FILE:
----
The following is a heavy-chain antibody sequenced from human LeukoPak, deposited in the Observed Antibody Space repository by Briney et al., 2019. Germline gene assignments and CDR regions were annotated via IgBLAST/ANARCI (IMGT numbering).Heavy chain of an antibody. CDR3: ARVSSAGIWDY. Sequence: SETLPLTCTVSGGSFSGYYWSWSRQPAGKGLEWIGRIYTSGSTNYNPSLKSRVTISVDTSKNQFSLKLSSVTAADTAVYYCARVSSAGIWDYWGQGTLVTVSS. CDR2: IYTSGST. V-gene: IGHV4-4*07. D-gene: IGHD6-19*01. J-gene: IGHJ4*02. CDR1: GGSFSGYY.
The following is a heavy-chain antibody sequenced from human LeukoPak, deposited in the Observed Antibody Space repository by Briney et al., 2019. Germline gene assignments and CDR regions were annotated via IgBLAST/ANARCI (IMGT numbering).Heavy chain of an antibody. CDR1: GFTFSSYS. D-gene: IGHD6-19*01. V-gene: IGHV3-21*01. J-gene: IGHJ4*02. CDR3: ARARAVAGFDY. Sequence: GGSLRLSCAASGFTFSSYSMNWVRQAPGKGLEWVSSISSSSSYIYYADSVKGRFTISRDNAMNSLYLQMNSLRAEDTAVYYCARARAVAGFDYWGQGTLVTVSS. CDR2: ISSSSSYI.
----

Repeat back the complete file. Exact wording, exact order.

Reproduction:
The following is a heavy-chain antibody sequenced from human LeukoPak, deposited in the Observed Antibody Space repository by Briney et al., 2019. Germline gene assignments and CDR regions were annotated via IgBLAST/ANARCI (IMGT numbering).Heavy chain of an antibody. CDR3: ARVSSAGIWDY. Sequence: SETLPLTCTVSGGSFSGYYWSWSRQPAGKGLEWIGRIYTSGSTNYNPSLKSRVTISVDTSKNQFSLKLSSVTAADTAVYYCARVSSAGIWDYWGQGTLVTVSS. CDR2: IYTSGST. V-gene: IGHV4-4*07. D-gene: IGHD6-19*01. J-gene: IGHJ4*02. CDR1: GGSFSGYY.
The following is a heavy-chain antibody sequenced from human LeukoPak, deposited in the Observed Antibody Space repository by Briney et al., 2019. Germline gene assignments and CDR regions were annotated via IgBLAST/ANARCI (IMGT numbering).Heavy chain of an antibody. CDR1: GFTFSSYS. D-gene: IGHD6-19*01. V-gene: IGHV3-21*01. J-gene: IGHJ4*02. CDR3: ARARAVAGFDY. Sequence: GGSLRLSCAASGFTFSSYSMNWVRQAPGKGLEWVSSISSSSSYIYYADSVKGRFTISRDNAMNSLYLQMNSLRAEDTAVYYCARARAVAGFDYWGQGTLVTVSS. CDR2: ISSSSSYI.